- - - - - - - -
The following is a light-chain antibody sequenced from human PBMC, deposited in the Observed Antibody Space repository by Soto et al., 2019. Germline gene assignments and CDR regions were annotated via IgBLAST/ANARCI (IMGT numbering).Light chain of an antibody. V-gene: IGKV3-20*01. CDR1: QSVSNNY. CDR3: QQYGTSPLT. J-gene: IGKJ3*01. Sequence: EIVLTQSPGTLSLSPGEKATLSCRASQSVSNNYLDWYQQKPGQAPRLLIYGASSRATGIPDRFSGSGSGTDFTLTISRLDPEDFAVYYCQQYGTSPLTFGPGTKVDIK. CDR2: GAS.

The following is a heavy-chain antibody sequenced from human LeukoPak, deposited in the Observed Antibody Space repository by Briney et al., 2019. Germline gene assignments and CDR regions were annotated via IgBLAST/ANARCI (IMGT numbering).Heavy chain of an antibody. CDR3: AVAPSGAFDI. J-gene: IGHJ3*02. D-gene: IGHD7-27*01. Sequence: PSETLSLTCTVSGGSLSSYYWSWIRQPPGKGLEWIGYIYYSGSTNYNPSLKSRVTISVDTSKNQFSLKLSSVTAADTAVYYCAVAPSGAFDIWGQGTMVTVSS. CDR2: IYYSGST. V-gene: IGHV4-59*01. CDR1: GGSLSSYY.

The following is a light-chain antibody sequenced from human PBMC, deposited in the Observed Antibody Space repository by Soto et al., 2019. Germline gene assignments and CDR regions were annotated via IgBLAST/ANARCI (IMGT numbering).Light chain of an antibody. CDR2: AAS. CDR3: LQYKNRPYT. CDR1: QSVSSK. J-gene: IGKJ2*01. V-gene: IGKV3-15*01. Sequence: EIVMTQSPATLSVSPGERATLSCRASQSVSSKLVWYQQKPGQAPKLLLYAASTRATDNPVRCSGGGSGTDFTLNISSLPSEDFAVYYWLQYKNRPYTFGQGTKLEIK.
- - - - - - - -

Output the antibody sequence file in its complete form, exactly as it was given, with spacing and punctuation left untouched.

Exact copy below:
The following is a light-chain antibody sequenced from human PBMC, deposited in the Observed Antibody Space repository by Soto et al., 2019. Germline gene assignments and CDR regions were annotated via IgBLAST/ANARCI (IMGT numbering).Light chain of an antibody. V-gene: IGKV3-20*01. CDR1: QSVSNNY. CDR3: QQYGTSPLT. J-gene: IGKJ3*01. Sequence: EIVLTQSPGTLSLSPGEKATLSCRASQSVSNNYLDWYQQKPGQAPRLLIYGASSRATGIPDRFSGSGSGTDFTLTISRLDPEDFAVYYCQQYGTSPLTFGPGTKVDIK. CDR2: GAS.

The following is a heavy-chain antibody sequenced from human LeukoPak, deposited in the Observed Antibody Space repository by Briney et al., 2019. Germline gene assignments and CDR regions were annotated via IgBLAST/ANARCI (IMGT numbering).Heavy chain of an antibody. CDR3: AVAPSGAFDI. J-gene: IGHJ3*02. D-gene: IGHD7-27*01. Sequence: PSETLSLTCTVSGGSLSSYYWSWIRQPPGKGLEWIGYIYYSGSTNYNPSLKSRVTISVDTSKNQFSLKLSSVTAADTAVYYCAVAPSGAFDIWGQGTMVTVSS. CDR2: IYYSGST. V-gene: IGHV4-59*01. CDR1: GGSLSSYY.

The following is a light-chain antibody sequenced from human PBMC, deposited in the Observed Antibody Space repository by Soto et al., 2019. Germline gene assignments and CDR regions were annotated via IgBLAST/ANARCI (IMGT numbering).Light chain of an antibody. CDR2: AAS. CDR3: LQYKNRPYT. CDR1: QSVSSK. J-gene: IGKJ2*01. V-gene: IGKV3-15*01. Sequence: EIVMTQSPATLSVSPGERATLSCRASQSVSSKLVWYQQKPGQAPKLLLYAASTRATDNPVRCSGGGSGTDFTLNISSLPSEDFAVYYWLQYKNRPYTFGQGTKLEIK.